From the April 2012 issue of Scientific American magazine

Neuroscientists: We Don’t Really Know What We Are Talking About, Either

NEW YORK—At a surprise April 1 press conference, a panel of neuroscientists confessed that they and most of their colleagues make up half of what they write in research journals and tell reporters. “We’re always qualifying our conclusions by reminding people that the brain is extremely complex and difficult to understand—and it is,” says Philip Tenyer of Harvard University, “but we’ve also been a little lazy. It is just easier to bluff our way through some of it. That’s one perk of being a respected neuroscientist—you can pretty much say whatever you want about the brain because so few people, including other neuroscientists, understand what you’re talking about in the first place. As long as you throw in enough jargon, it sounds science-y and legit and stuff.”

“It’s not just what we write in our studies,” explains Stephanie Sigma of Stanford University. “It’s a lot of the pretty pictures, too. You know those images with captions claiming that certain brain regions ‘light up’ like the fourth of July? I mean, come on. Most of the participants in these studies are college freshmen who only enrolled in Intro Psychology to satisfy a mandatory academic requirement. There is only one thing they know how to ‘light up’—and it’s not their brains. Frankly, we were just hoping that the colorful images would keep people’s attention. People like pretty pictures—that is something we’ve shown in our studies. Although I can’t quite remember if that was one of the findings we made up or not…”

People who read a lot of neuroscience news have probably noticed several consistent contradictions, says Laura Sulcus of Dartmouth College. “Some studies say that different brain regions work in concert to perform a single complex task, whereas other studies argue that a particular cognitive function—such as recognizing faces—is basically the sole domain of one region. The thing is, just because one part of the brain shows more activity than another, it doesn’t mean that it is the only piece involved. But it is just so easy to pick a neglected area, dress it up with some colorful fMRI studies and present it to the world as a distinct, functional region of the brain. How can we resist? For neuroscientists, the brain is like the world during the Age of Exploration. We have the major continents named but there is plenty of room for new countries. Everyone wants to plant their flag.”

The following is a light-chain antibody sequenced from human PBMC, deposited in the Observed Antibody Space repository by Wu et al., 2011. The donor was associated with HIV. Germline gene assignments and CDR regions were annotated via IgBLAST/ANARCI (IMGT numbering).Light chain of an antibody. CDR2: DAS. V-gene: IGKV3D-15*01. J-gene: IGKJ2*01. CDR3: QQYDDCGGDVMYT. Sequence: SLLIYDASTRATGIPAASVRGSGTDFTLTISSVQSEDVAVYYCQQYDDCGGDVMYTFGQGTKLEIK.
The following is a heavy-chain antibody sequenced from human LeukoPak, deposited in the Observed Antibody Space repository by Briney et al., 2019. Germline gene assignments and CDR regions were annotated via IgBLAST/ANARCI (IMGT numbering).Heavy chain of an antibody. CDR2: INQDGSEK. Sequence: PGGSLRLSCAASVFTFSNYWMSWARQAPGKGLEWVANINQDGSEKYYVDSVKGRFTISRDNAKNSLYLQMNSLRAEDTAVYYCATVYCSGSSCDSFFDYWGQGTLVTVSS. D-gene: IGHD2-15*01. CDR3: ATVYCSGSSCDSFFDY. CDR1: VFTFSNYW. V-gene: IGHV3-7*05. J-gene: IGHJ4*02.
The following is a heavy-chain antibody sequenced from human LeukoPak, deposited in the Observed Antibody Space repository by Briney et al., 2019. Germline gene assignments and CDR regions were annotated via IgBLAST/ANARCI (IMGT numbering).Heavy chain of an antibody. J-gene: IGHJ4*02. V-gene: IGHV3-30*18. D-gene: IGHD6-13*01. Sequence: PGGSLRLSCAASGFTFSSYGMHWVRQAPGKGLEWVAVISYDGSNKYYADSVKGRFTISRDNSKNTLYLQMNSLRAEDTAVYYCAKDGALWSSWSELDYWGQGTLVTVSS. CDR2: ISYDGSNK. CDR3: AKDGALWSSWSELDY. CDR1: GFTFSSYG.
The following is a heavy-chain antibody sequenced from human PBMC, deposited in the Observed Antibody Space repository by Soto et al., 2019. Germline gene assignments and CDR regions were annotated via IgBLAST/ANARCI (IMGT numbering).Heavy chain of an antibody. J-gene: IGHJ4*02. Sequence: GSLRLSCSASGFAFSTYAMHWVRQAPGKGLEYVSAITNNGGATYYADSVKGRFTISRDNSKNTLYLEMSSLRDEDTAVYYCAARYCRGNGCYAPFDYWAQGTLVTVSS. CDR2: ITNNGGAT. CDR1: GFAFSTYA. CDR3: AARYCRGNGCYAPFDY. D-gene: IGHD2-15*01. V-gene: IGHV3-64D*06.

Frederick Pompass of Washington University in St. Louis wondered whether sticking to the facts would make much difference. “We recently realized that even when are sincere, the general public often misunderstands our explanations. Like, apparently, most people think that functional magnetic resonance imaging (fMRI) shows neurons firing in real time. Obviously fMRI measures the level of oxygenated blood in brain tissue, which is correlated with the amount of glucose delivered to different neurons, which is in turn correlated with the activity of those neurons. We honestly thought people knew that. It’s pretty basic.”

Nonsense neuroscience extends beyond the research paper and news conference into everyday life, says David Barbiturate of Duke University. “When people find out that I study the brain I instantly become their pro bono psychiatrist and their personal guru for both everyday predicaments and existential crises. Sometimes I say whatever sounds good to get them to shut up. The other night I was at one of Betty’s dinner parties, right, and her friend Jason finds out that I’m in neuroscience and suddenly it’s like, ‘What is déjà vu? Do we really have free will? What about the nature of consciousness?’ And I’m like, ‘Jason, none of that matters. We’ve established that there is no way to tell the difference between the world as it really exists and the world as we imagine it. Didn’t you see Inception? That was based on neuroscience.’ And Jason’s eyes go wide and he stutters, ‘Oh…I, I thought that was made up.’”

Before the conference came to a close, one reporter asked whether neuroscientists would retract studies in which they made up data and conclusions. The panel said that they were assessing the feasibility of retraction with further studies, but that these studies had not yet yielded conclusive results. The neuroscientists in attendance plan to reconvene in one year, on April 1, 2013.

Disclaimer: This is a parody. None of the quotes are real, nor are the scientists. Happy April Fools’ Day from Scientific American!

I posted a previous April Fools’ Day parody from Scientific American  in 2006 – see the link: Blame the Scientists


.          Don’t Get Fooled

.        On April Fools’ Day!

Dear Readers,

What does a want to be psychologist with little relationship experience have in common with a want to be relationship expert with little insight into psychology? The answer is my last two girlfriends. That’s very funny, but nevertheless sad for me. What does that say? Am I a sucker for troubled women or just plain stupid? Well, I maintain neither. I am, of course “a good guy” in my own mind. How could it be otherwise? If I don’t stroke my own ego, who will? My last two girlfriends didn’t seem interested in sustaining my exalted stature at all.